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Italy’s constitutional court upholds Covid vaccine mandate as fines kick in

Judges on Thursday dismissed legal challenges to Italy's vaccine mandate as "inadmissible” and “unfounded”, as 1.9 million people face fines for refusing the jab.

Italy's constitutional court upholds Covid vaccine mandate as fines kick in

Judges were asked this week to determine whether or not vaccine mandates introduced by the previous government during the pandemic – which applied to healthcare and school staff as well as over-50s – breached the fundamental rights set out by Italy’s constitution.

Italy became the first country in Europe to make it obligatory for healthcare workers to be vaccinated, ruling in 2021 that they must have the jab or be transferred to other roles or suspended without pay.

The Constitutional Court upheld the law in a ruling published on Thursday, saying it considered the government’s requirement for healthcare personnel to be vaccinated during the pandemic period neither unreasonable nor disproportionate.

Judges ruled other questions around the issue as inadmissible “for procedural reasons”, according to a court statement published on Thursday.

This was the first time the Italian Constitutional Court had ruled on the issue, after several regional courts previously dismissed challenges to the vaccine obligation on constitutional grounds.

A patient being administered a Covid jab.

Photo by Pascal GUYOT / AFP

One Lazio regional administrative court ruled in March 2022 that the question of constitutional compatibility was “manifestly unfounded”.

Such appeals usually centre on the question of whether the vaccine requirement can be justified in order to protect the ‘right to health’ as enshrined in the Italian Constitution.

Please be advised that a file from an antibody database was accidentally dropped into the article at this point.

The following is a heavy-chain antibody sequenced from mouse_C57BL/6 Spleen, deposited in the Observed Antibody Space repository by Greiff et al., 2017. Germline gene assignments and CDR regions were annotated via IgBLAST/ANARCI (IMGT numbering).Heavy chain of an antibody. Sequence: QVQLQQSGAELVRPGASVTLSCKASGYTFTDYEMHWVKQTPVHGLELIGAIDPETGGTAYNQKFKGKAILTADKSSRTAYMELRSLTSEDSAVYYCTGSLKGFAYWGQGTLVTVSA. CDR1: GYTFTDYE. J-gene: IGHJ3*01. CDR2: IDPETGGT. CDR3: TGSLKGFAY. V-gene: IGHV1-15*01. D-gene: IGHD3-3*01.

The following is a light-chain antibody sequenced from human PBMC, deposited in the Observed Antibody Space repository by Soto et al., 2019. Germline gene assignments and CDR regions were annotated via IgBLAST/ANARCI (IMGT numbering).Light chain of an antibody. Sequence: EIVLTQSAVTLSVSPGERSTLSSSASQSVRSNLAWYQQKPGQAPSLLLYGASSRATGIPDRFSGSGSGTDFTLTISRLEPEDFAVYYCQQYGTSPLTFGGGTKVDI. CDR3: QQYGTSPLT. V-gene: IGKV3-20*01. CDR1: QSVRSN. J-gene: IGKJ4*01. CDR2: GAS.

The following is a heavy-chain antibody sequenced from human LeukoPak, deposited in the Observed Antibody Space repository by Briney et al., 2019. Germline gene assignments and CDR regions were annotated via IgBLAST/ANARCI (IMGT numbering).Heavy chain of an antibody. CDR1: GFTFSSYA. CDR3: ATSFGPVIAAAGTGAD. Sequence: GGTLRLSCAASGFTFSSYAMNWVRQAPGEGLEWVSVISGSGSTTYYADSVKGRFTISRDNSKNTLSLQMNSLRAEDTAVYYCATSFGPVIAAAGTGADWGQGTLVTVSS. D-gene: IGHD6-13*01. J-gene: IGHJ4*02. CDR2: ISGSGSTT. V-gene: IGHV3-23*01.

READ ALSO: Italy allows suspended anti-vax doctors to return to work

Meanwhile, fines kicked in from Thursday, December 1st, for almost two million people in Italy who were required to get vaccinated under the mandate but refused.

This includes teachers, law enforcement and healthcare workers, and the over 50s, who face fines of 100 euros each under rules introduced in 2021.

Thursday was the deadline to justify non-compliance with the vaccination mandate due to health reasons, such as having contracted Covid during that period.

Italy’s health minister on Friday however appeared to suggest that the new government may choose not to enforce the fines.

“It could cost more for the state to collect the fines” than the resulting income, Health Minister Orazio Schillaci told Radio Rai 1.

He went on to say that it was a matter for the Economy and Finance Ministry, but suggested that the government was drawing up an amendment to the existing law.

READ ALSO: Covid vaccines halved Italy’s death toll, study finds

The League, one of the parties which comprises the new hard-right government, is pushing for fines for over-50s to be postponed until June 30th 2023.

Prime Minister Giorgia Meloni had promised a clear break with her predecessor’s health policies, after her Brothers of Italy party railed against the way Mario Draghi’s government handled the pandemic in 2021 when it was in opposition.

At the end of October, shortly after taking office, the new government allowed doctors, nurses and other healthcare professionals to return to work earlier than planned after being suspended for refusing the Covid vaccine.

There has been uncertainty about the new government’s stance after the deputy health minister in November cast doubt on the efficacy of Covid-19 vaccines, saying he was “not for or against” vaccination.

Italy’s health ministry continues to advise people in at-risk groups to get a booster jab this winter, and this week stressed in social media posts that vaccination against Covid-19 and seasonal flu remained “the most effective way to protect ourselves and our loved ones, especially the elderly and frail”.